The control assembly needs to ride in some type of bearing, so the plans call for bearing blocks made of Delrin which is a very dense plastic. There is one of these blocks at the front of the assembly and another at the rear of the assembly. The bearing blocks are bolted to the back sides of the front and back bulkheads. The picture above is the rear bearing block.

The front bearing block had and issue. The 4130 rods that transfer the load of the wings and landing gear through the fuselage just happened to interfere with the location of the torque tube. The plans call for a thin piece of Delrin, but I had 3/4″ thick material and decided to use that. This was good because …

… it allowed me to groove the bearing block around the rod. I still have about half an inch of support for the torque tube which is more than what is called for in the plans.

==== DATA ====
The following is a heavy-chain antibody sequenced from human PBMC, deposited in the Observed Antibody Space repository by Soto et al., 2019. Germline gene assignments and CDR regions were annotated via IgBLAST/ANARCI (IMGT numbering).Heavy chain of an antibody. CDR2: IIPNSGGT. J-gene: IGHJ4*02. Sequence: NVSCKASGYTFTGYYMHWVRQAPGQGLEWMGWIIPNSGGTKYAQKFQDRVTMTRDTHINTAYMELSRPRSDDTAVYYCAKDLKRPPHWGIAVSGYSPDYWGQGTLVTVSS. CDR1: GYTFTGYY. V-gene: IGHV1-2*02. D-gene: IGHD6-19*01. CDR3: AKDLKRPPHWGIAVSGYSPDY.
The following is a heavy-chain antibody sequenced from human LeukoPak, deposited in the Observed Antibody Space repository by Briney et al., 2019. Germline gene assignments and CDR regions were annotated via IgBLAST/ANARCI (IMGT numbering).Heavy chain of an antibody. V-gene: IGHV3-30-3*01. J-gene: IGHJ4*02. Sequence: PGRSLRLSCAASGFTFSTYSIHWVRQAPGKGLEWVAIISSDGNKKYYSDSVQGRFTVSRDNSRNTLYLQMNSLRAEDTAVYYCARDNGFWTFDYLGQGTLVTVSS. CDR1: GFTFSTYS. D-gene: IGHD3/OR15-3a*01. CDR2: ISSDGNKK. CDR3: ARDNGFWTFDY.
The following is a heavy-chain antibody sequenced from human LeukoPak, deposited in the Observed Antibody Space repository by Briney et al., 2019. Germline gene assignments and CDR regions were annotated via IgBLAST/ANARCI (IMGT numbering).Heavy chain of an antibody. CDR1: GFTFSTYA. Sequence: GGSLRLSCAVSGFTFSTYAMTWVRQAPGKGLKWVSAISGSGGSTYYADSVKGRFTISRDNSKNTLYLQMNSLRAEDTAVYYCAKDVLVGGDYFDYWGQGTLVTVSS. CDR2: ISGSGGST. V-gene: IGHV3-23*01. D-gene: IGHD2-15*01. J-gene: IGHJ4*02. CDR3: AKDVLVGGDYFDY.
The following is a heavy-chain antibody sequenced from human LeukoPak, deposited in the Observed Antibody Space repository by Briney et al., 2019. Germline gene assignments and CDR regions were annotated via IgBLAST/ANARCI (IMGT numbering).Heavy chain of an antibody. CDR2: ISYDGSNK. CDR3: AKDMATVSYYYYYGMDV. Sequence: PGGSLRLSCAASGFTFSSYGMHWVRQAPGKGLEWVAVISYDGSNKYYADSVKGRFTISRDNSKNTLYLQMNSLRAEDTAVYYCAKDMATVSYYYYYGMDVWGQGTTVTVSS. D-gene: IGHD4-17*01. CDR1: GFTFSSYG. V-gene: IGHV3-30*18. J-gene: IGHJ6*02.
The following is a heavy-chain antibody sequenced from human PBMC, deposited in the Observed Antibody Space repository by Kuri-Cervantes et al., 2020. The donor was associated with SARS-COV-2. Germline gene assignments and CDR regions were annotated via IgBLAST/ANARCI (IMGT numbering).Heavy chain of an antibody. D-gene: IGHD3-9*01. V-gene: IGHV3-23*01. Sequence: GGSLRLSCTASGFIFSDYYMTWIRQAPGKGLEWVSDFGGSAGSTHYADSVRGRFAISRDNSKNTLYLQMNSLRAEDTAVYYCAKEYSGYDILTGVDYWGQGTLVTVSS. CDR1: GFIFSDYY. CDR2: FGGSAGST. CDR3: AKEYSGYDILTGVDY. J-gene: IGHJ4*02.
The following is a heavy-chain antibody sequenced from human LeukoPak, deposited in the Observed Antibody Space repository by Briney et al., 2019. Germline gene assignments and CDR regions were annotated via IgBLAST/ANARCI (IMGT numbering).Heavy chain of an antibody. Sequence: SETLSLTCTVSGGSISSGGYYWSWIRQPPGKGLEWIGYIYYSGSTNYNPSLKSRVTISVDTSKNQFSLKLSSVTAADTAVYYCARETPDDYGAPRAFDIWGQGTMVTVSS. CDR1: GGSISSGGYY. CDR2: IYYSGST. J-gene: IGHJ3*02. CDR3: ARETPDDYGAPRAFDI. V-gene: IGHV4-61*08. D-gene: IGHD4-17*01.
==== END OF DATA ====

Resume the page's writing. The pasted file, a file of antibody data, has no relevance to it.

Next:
The other thing that is a bit different than I expected is that there is a gap at the top of the rear bearing block. When I built the rear bulkhead the plans said to glue a piece of plywood (I think it was aobut 1.5mm) to the bulkhead below a cross piece. The cross piece has an opening to fit the bearing block, but the plywood doesn’t extend into that opening. This will not be a problem because I will take advantage of it to help secure a bracket. That bracket has yet to be built, so I won’t go into what it is for at this point. You will just have to reference back to here later.

The stick won’t do much good unless the pilot can get a good hold on it. So …